Extremism & Terrorism » ADL Blogs
August 25, 2016 Off

Event in L.A. Features Who’s Who of Anti-Muslim Movement in U.S.

The Amer­i­can Free­dom Alliance (AFA) held a con­fer­ence on  “Islam and West­ern Civ­i­liza­tion: Can they Co-exist?”  in Los Ange­les on August 21.   The AFA claims to be “a non-political, non-partisan move­ment which pro­motes, defends and upholds West­ern val­ues and ideals,” and spe­cial­izes in  pro­mul­gat­ing an Islam­o­pho­bic world view.  The con­fer­ence included the who’s who of the anti-Muslim move­ment in the United States, with recy­cled con­spir­acy the­o­ries and offen­sive claims about immi­grants, Mus­lims, law enforce­ment offi­cers, var­i­ous US gov­ern­ment agen­cies and the Pope.

Fea­tured speak­ers included anti-Muslim extrem­ists Pamela Geller and Robert Spencer (the heads of the conspiracy-minded Stop Islamiza­tion of Amer­ica (SIOA), in addi­tion to other “experts” who  ped­dled base­less the­o­ries about a Mus­lim infil­tra­tion of the United States gov­ern­ment,  and advanced offen­sive anti-Muslim rhetoric such as brand­ing Mus­lims, and their reli­gious law [Sharia], as affronts to Amer­i­can freedom.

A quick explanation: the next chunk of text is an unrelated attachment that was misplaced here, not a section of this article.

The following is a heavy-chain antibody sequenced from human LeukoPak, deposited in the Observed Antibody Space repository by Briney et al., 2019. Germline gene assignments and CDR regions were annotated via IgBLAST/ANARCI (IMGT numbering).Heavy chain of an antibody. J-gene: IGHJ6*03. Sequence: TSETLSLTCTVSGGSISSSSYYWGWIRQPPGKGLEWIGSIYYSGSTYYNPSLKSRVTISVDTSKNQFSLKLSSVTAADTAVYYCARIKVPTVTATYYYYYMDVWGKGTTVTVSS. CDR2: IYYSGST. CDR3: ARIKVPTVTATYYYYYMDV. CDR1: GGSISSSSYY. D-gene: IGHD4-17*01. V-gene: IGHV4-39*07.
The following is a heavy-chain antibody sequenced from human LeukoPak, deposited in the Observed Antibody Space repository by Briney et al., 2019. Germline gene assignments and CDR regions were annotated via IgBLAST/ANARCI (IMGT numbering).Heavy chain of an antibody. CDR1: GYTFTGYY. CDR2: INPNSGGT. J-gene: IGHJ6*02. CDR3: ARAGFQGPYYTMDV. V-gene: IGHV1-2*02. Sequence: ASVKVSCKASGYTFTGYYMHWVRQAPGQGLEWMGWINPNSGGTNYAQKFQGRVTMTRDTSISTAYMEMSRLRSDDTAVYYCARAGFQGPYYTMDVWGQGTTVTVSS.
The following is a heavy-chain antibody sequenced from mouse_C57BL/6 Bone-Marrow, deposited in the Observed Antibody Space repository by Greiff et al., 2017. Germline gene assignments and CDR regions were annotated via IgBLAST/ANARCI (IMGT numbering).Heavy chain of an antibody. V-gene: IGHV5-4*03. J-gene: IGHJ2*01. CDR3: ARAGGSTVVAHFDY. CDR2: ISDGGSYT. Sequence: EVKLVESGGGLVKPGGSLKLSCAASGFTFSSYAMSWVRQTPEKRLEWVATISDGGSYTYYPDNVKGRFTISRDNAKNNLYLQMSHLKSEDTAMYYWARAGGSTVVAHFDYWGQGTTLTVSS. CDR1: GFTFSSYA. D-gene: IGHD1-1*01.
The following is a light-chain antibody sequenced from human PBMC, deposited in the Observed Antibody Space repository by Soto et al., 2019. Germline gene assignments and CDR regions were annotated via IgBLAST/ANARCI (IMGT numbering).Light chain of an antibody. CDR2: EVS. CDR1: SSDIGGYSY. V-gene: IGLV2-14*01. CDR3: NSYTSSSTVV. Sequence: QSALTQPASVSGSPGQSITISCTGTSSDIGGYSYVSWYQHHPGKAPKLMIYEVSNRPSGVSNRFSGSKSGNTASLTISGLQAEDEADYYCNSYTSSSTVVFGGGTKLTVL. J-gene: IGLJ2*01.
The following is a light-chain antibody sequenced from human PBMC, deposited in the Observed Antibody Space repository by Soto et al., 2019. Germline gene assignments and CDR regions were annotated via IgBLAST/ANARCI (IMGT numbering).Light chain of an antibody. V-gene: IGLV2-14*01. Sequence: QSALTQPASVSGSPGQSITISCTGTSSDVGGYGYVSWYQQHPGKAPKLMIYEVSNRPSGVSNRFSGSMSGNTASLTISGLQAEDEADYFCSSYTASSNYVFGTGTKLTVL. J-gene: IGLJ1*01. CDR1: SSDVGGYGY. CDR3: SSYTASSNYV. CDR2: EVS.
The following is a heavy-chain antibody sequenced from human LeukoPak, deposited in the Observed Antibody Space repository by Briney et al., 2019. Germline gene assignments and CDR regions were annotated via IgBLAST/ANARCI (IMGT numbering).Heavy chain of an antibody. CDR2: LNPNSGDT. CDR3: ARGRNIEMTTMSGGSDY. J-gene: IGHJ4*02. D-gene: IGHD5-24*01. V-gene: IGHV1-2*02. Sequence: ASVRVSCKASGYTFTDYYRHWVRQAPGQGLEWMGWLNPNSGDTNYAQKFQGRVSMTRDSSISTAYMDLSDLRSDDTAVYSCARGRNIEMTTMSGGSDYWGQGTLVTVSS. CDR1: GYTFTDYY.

Amer­i­can Free­dom Alliance Anti-Muslim Event

Geller widened her usual net of con­spir­acy the­o­ries about Mus­lims, Islam and Sharia law, to include  alle­ga­tions against a long list of U.S. cities, social media com­pa­nies and other oppo­nents, who she claims have cen­sored her by refus­ing to allow her  anti-Muslim adver­tis­ing cam­paigns;  attacks on the FBI for the agency’s han­dling of the ter­ror­ist attack in Gar­land, Texas, when two armed men tar­geted the com­mu­nity cen­ter host­ing a SIOA event– and even  insin­u­ated that the FBI wants her dead; and she also  alleged that pres­i­den­tial can­di­date Hillary Clin­ton is involved in an inti­mate rela­tion­ship with her Mus­lim female assis­tant, stat­ing they are “lit­er­ally and not fig­u­ra­tively in bed” with each other.

In addi­tion to Geller and Spencer, other speak­ers included: Frank Gaffney, founder and pres­i­dent of the Cen­ter for Secu­rity Pol­icy; Stephen Cough­lin, a senior fel­low at the Cen­ter for Secu­rity Pol­icy; Mor­ton Klein, Exec­u­tive Direc­tor of the Zion­ist Orga­ni­za­tion of Amer­ica (ZOA); James Lyons, who pro­motes con­spir­a­cies about the infil­tra­tion of the US gov­ern­ment by Islamists; Elis­a­beth Sabaditsch-Wolff, an Aus­trian anti-Muslim activist;  and  Wafa Sul­tan, a Syrian-born anti-Muslim activist who exhorted,  “There is no such thing as Islam and rad­i­cal Islam; all Islam is radical.”